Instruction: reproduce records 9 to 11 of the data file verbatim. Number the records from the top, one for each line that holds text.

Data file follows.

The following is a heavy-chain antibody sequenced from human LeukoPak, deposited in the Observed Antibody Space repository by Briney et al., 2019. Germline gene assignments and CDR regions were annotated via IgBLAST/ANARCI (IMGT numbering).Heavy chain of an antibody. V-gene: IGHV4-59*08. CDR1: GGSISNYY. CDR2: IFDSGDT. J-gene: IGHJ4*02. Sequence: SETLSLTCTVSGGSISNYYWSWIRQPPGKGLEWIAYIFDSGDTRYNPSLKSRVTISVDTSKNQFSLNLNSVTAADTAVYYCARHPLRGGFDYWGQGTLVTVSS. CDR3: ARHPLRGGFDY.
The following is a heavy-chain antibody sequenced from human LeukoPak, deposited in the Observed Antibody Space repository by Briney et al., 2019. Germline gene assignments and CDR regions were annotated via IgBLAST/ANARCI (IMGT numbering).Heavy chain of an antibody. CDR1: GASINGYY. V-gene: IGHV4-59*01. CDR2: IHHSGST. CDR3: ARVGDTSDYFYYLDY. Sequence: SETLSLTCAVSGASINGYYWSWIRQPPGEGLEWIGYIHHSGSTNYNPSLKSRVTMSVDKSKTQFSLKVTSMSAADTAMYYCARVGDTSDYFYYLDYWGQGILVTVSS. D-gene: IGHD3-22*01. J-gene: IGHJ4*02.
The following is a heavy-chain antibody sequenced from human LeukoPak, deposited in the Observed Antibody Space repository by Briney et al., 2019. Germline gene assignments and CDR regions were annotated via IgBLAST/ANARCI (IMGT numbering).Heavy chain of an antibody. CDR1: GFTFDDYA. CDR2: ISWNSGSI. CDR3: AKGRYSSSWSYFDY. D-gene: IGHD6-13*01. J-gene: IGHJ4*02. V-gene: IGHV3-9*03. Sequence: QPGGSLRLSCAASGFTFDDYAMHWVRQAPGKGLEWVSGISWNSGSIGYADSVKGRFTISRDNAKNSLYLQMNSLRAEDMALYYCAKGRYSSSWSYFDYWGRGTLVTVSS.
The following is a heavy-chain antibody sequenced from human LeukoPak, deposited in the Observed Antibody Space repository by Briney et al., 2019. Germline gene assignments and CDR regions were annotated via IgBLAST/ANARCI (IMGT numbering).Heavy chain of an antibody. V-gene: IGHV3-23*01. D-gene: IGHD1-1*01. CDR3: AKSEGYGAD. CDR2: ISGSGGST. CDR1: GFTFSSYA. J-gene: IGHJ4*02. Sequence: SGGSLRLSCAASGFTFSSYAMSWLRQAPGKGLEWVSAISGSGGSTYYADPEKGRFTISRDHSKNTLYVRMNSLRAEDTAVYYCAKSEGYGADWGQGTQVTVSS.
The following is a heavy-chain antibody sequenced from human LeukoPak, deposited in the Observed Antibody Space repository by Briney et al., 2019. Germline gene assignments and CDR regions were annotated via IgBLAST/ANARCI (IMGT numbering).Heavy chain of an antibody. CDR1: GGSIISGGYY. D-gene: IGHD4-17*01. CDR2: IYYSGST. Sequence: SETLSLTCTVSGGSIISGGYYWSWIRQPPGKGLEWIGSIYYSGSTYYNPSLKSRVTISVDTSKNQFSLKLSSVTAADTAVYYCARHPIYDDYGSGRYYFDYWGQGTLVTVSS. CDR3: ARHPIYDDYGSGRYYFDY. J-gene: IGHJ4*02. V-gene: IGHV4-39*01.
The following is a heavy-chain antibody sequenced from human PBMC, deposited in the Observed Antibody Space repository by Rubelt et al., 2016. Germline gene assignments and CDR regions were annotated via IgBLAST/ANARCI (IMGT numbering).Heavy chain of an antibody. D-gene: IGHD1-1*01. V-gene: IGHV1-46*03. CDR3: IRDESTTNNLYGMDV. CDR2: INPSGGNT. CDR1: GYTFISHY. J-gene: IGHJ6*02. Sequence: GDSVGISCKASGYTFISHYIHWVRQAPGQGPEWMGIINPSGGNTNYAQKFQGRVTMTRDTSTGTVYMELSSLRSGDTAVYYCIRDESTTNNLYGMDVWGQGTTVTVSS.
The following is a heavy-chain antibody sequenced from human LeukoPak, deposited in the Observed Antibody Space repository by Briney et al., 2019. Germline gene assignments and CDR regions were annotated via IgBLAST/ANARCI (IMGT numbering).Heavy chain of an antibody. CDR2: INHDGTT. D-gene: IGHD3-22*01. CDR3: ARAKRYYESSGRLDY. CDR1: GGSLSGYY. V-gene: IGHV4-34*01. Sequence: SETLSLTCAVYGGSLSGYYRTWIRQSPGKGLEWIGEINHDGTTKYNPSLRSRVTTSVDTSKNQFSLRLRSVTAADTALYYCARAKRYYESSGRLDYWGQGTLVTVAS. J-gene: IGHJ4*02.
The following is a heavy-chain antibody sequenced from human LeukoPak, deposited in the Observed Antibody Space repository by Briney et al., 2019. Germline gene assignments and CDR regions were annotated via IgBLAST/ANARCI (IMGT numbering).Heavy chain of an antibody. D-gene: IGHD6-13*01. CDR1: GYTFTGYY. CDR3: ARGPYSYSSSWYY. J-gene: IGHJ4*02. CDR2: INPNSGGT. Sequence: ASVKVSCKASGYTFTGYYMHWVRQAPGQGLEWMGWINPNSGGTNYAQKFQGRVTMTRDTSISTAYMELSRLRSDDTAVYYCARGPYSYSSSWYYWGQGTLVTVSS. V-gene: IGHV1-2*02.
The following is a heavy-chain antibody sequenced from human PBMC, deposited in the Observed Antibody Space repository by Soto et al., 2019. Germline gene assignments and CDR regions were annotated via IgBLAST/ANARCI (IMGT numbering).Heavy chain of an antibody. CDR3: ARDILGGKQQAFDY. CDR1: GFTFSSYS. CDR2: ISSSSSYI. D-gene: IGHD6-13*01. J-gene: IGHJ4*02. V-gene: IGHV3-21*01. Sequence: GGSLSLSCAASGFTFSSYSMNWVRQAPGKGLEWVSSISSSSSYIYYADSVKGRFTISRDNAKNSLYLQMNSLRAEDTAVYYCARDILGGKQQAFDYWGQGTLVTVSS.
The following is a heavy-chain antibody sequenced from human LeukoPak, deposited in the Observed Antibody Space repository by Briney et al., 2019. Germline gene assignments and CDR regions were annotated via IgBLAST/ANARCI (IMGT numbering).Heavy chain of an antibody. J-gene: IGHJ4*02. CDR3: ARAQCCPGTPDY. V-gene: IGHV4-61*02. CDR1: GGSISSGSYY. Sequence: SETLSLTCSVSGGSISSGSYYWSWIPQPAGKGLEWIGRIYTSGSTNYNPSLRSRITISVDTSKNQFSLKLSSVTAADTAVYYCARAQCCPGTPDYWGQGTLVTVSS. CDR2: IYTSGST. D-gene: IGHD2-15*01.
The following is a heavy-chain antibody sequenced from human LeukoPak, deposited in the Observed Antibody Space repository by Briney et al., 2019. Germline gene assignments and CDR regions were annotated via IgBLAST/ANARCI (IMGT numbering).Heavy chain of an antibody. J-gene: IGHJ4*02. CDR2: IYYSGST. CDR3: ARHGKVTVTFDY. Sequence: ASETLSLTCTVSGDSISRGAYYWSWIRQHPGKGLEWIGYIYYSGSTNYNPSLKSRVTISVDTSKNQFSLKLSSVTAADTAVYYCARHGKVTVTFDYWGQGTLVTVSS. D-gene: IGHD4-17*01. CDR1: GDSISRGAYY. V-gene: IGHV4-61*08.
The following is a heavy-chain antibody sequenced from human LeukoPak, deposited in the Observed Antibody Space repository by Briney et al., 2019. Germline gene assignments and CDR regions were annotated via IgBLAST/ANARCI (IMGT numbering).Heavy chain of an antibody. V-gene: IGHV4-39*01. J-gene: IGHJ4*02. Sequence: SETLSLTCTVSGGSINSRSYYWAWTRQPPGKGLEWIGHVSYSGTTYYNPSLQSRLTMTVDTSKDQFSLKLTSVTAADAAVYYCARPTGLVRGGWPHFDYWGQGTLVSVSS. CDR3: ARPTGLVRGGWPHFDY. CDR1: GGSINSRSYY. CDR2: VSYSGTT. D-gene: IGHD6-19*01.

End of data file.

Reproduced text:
The following is a heavy-chain antibody sequenced from human PBMC, deposited in the Observed Antibody Space repository by Soto et al., 2019. Germline gene assignments and CDR regions were annotated via IgBLAST/ANARCI (IMGT numbering).Heavy chain of an antibody. CDR3: ARDILGGKQQAFDY. CDR1: GFTFSSYS. CDR2: ISSSSSYI. D-gene: IGHD6-13*01. J-gene: IGHJ4*02. V-gene: IGHV3-21*01. Sequence: GGSLSLSCAASGFTFSSYSMNWVRQAPGKGLEWVSSISSSSSYIYYADSVKGRFTISRDNAKNSLYLQMNSLRAEDTAVYYCARDILGGKQQAFDYWGQGTLVTVSS.
The following is a heavy-chain antibody sequenced from human LeukoPak, deposited in the Observed Antibody Space repository by Briney et al., 2019. Germline gene assignments and CDR regions were annotated via IgBLAST/ANARCI (IMGT numbering).Heavy chain of an antibody. J-gene: IGHJ4*02. CDR3: ARAQCCPGTPDY. V-gene: IGHV4-61*02. CDR1: GGSISSGSYY. Sequence: SETLSLTCSVSGGSISSGSYYWSWIPQPAGKGLEWIGRIYTSGSTNYNPSLRSRITISVDTSKNQFSLKLSSVTAADTAVYYCARAQCCPGTPDYWGQGTLVTVSS. CDR2: IYTSGST. D-gene: IGHD2-15*01.
The following is a heavy-chain antibody sequenced from human LeukoPak, deposited in the Observed Antibody Space repository by Briney et al., 2019. Germline gene assignments and CDR regions were annotated via IgBLAST/ANARCI (IMGT numbering).Heavy chain of an antibody. J-gene: IGHJ4*02. CDR2: IYYSGST. CDR3: ARHGKVTVTFDY. Sequence: ASETLSLTCTVSGDSISRGAYYWSWIRQHPGKGLEWIGYIYYSGSTNYNPSLKSRVTISVDTSKNQFSLKLSSVTAADTAVYYCARHGKVTVTFDYWGQGTLVTVSS. D-gene: IGHD4-17*01. CDR1: GDSISRGAYY. V-gene: IGHV4-61*08.